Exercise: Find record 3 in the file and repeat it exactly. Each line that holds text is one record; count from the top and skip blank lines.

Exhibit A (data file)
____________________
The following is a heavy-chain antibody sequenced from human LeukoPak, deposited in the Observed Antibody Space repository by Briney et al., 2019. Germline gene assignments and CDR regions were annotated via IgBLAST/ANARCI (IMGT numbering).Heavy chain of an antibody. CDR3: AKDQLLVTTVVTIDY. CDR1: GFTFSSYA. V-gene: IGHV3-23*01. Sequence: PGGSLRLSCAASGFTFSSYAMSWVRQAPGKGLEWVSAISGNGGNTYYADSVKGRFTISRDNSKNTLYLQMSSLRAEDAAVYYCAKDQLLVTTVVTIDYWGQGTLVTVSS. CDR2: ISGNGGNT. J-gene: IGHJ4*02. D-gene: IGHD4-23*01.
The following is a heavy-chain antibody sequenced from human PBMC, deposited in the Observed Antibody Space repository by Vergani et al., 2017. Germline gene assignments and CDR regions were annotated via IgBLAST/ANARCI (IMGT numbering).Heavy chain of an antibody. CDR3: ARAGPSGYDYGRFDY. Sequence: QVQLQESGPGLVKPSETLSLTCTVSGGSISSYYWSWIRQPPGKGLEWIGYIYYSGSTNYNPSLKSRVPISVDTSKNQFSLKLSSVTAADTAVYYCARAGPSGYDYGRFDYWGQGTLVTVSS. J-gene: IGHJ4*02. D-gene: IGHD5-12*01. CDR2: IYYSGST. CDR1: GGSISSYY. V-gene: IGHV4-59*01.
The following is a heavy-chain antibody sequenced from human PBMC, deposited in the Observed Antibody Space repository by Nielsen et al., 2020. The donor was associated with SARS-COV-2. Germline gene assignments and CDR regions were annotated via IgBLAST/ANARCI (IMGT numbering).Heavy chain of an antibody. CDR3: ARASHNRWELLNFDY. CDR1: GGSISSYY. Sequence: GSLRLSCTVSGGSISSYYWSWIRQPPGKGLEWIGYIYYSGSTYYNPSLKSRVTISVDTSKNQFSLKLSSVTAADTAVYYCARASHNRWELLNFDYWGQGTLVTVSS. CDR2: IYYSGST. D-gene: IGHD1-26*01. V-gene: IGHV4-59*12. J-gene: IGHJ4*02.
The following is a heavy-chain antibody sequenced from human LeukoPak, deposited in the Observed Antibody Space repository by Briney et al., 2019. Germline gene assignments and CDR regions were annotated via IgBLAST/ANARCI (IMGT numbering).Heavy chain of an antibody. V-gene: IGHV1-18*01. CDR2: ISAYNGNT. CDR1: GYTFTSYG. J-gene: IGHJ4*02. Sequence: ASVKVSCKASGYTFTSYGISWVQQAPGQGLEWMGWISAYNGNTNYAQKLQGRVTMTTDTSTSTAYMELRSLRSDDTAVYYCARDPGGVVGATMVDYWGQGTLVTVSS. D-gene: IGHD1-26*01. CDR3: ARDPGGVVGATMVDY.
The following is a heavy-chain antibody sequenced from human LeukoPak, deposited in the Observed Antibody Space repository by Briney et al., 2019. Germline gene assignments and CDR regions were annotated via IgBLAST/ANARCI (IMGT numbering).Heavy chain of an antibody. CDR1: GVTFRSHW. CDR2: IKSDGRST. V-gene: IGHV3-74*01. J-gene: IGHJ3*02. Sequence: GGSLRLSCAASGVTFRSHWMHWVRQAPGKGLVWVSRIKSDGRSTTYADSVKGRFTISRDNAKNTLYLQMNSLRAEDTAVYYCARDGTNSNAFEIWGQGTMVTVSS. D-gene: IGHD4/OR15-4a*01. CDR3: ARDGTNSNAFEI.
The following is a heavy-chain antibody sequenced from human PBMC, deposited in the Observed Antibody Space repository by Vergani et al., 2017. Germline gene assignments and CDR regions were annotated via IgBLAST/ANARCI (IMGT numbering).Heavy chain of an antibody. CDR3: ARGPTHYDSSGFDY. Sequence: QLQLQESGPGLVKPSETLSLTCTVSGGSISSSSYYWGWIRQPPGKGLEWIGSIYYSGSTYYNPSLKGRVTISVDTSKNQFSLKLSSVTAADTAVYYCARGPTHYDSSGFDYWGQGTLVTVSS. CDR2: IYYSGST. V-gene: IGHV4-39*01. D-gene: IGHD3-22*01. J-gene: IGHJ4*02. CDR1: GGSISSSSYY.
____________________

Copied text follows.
The following is a heavy-chain antibody sequenced from human PBMC, deposited in the Observed Antibody Space repository by Nielsen et al., 2020. The donor was associated with SARS-COV-2. Germline gene assignments and CDR regions were annotated via IgBLAST/ANARCI (IMGT numbering).Heavy chain of an antibody. CDR3: ARASHNRWELLNFDY. CDR1: GGSISSYY. Sequence: GSLRLSCTVSGGSISSYYWSWIRQPPGKGLEWIGYIYYSGSTYYNPSLKSRVTISVDTSKNQFSLKLSSVTAADTAVYYCARASHNRWELLNFDYWGQGTLVTVSS. CDR2: IYYSGST. D-gene: IGHD1-26*01. V-gene: IGHV4-59*12. J-gene: IGHJ4*02.